The key idea here is that we keep track of the notification to be pushed on to the target scheduler in pendingNotification - and whenever an event is received, we swap the pendingNotification for the new notification. We ensure the new notification will be scheduled for dispatch on the target scheduler - but we may not need to do this...

    If the previousNotification is null we know that either (a) there was no previous notification as this is the first one or (b) the previousNotification was already dispatched. How to we know this? Because in the scheduler action that does the dispatch we swap the pendingNotification for null! So if previousNotification is null, we know we must schedule a new dispatch action.

    This approach keeps the checks, locks and scheduled actions to a minimum.

    Added  a post on this with a diagram here: http://www.zerobugbuild.com/?p=192
    • Proposed as answer by James World Thursday, May 9, 2013 8:23 PM
    • Edited by James World Friday, May 10, 2013 2:00 PM Added link to blog post.
    Thursday, May 9, 2013 8:10 PM
  • Personally I like James's implementation better.

    Because: 

    1. It is more elegant
    2. More importantly, it proves that you don't need to be a 6ft4, ex-bouncer, who jogs faster than I sprint, to grok RX.
    Friday, May 10, 2013 11:04 AM
  • James, Toddler,

    I am seeing problems in your implementation of ObserveLatestOn. I agree it looks a little neater. However, if you use the test code below and try the two differing implementations of ObserveLatestOn in this thread, you get different results. The code using CAS pumps out every notification, the implementation from Lee and Wilka pumps out every 20th notification.

    Here's the repro code:

    Observable.Interval(TimeSpan.FromMilliseconds(500))
    .ObserveLatestOn(NewThreadScheduler.Default)
    	.Subscribe(i =>
    	{
    		Console.WriteLine("{0} on thread {1}", i, Thread.CurrentThread.ManagedThreadId);
    		Thread.Sleep(TimeSpan.FromSeconds(10));
    	});


    Output from Lee/Wilka's implementation:

    0 on thread 12
    20 on thread 12
    40 on thread 12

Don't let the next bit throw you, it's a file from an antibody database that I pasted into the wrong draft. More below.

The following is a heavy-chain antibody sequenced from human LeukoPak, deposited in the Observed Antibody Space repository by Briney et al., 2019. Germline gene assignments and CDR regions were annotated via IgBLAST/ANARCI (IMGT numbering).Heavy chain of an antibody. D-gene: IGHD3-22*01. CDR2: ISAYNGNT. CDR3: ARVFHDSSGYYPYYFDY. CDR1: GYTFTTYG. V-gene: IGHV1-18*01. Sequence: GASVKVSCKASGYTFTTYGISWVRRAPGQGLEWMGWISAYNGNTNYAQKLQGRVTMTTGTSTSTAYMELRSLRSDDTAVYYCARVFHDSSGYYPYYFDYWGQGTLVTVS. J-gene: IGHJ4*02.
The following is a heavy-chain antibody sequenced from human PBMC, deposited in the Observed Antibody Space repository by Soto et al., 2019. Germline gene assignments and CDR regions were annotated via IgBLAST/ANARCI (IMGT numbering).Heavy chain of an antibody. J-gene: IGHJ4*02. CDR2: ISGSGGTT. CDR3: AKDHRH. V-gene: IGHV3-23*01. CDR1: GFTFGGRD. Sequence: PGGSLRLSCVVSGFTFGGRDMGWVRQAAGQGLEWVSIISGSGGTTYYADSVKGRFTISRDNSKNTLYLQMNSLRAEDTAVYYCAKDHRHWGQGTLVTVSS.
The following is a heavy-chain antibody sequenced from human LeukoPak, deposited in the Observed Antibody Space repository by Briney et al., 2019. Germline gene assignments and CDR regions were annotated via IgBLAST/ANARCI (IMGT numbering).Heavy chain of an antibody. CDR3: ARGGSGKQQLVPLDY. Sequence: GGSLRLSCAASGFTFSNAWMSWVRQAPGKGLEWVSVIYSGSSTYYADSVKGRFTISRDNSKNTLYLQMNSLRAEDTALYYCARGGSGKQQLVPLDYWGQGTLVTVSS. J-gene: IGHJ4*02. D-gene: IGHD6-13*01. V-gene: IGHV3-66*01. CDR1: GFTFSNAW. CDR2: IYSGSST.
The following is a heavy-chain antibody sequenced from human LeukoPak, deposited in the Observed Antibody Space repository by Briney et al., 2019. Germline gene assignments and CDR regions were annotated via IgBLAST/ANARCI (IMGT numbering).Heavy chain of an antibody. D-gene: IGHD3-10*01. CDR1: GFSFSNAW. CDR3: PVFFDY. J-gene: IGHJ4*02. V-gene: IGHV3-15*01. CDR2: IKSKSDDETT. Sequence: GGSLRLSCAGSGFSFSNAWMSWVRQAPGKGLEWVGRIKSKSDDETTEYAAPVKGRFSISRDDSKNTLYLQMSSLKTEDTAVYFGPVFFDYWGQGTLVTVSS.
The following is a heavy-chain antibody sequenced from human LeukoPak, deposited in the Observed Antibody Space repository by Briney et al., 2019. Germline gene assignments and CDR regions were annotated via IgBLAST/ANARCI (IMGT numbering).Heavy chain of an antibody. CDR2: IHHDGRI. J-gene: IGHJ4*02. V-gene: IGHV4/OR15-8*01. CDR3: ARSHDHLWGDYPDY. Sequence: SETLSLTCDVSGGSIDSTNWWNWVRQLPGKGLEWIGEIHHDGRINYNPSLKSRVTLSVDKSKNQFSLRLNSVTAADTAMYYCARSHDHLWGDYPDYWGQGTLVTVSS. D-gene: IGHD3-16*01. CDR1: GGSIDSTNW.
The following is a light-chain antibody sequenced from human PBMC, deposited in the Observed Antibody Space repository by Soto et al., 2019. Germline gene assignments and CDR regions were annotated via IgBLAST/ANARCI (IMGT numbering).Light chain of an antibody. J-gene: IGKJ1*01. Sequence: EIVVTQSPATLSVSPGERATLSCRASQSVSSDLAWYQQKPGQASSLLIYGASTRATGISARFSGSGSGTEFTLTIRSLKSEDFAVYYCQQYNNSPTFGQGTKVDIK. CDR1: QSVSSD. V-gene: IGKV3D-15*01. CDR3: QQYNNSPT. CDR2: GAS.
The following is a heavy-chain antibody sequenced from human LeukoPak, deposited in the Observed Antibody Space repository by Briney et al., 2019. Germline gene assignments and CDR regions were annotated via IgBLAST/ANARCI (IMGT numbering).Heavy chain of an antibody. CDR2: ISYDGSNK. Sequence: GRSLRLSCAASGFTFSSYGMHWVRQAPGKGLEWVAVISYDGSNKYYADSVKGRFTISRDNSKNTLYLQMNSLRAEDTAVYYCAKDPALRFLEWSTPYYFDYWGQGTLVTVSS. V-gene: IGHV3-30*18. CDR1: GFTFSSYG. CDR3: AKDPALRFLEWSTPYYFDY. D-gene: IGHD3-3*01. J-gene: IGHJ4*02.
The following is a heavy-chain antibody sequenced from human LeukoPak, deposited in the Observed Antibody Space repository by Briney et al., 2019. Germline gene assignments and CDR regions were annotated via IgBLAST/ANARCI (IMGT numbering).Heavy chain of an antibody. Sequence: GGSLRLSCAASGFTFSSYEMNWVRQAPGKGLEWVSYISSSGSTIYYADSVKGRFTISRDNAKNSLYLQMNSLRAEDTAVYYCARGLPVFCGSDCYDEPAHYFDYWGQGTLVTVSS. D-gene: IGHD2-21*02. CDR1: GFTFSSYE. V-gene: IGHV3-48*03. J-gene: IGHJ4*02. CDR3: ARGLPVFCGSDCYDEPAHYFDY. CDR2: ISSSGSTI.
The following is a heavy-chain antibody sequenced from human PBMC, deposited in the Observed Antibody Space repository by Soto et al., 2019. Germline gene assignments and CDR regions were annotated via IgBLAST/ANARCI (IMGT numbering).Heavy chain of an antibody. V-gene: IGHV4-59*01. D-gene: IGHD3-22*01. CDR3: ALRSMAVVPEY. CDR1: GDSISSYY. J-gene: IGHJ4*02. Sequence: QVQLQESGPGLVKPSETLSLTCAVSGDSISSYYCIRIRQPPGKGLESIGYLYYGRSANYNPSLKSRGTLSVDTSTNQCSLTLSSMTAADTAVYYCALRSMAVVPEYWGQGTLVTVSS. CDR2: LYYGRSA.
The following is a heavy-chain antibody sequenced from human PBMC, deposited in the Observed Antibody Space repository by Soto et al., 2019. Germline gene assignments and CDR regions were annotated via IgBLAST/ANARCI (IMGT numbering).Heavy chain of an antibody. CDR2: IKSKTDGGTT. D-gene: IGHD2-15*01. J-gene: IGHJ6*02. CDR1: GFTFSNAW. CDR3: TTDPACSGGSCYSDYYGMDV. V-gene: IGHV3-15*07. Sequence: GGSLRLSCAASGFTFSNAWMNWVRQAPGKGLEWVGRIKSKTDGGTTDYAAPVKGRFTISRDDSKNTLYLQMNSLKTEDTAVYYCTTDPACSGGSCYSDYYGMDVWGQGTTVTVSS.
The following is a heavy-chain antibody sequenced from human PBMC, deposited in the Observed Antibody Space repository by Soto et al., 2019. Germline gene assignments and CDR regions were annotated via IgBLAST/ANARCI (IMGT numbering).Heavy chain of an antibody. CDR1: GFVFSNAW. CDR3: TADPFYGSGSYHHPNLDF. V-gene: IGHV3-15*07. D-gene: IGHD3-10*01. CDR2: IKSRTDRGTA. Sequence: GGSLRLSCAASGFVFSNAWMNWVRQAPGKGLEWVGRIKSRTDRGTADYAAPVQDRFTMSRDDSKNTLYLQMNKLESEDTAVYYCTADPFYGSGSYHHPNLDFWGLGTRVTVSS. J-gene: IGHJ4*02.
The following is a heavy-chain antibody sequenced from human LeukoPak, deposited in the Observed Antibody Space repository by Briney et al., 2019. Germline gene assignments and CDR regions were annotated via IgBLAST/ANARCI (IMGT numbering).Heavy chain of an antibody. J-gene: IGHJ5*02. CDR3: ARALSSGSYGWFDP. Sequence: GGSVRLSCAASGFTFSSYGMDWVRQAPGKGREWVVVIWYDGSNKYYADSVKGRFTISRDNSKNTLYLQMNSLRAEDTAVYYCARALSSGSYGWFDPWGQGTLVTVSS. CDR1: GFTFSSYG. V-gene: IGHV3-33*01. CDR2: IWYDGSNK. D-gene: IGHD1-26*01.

60 on thread 12


    Output from the CAS version:

    0 on thread 12
    1 on thread 14
    2 on thread 15
    3 on thread 16
    4 on thread 17
    5 on thread 18
    6 on thread 19
    7 on thread 20
    8 on thread 21
    9 on thread 22
    10 on thread 23

    The problem is that the scheduled action doesn't wait until the notification is Accepted before resetting the pendingNotification to null. When you have a slow observer, Accept will take longer to run than the time for the next notification to come along. When another notification arrives, pendingNotification is already null and a new action is scheduled.

    If you use this altered implementation of the scheduled action, it works, although I haven't put much testing or thought into it:

    cancelable.Disposable = scheduler.Schedule(() =>
    {
    	//var notificationToSend = Interlocked.Exchange(ref pendingNotification, null);
    	var notificationToSend = pendingNotification;
    	notificationToSend.Accept(observer);
    	Interlocked.Exchange(ref pendingNotification, null);
    });

    In the test case, the notifications received are slightly different, presumably due to race conditions between the two timers:

    0 on thread 12
    21 on thread 14
    42 on thread 15
    63 on thread 16

    Notice that the CAS version processes subsequent notifications on different threads each time, whereas Lee/Wilka's version is consistent on the thread. I assume this is to do with the calling of self() instead of re-scheduling.

    Have you encountered these problems with your implementation?

    Clarification: Lee/Wilka's version continues execution on the same thread in the case where a new notification is available by the time the previous notification is Accepted. Otherwise all bets are off.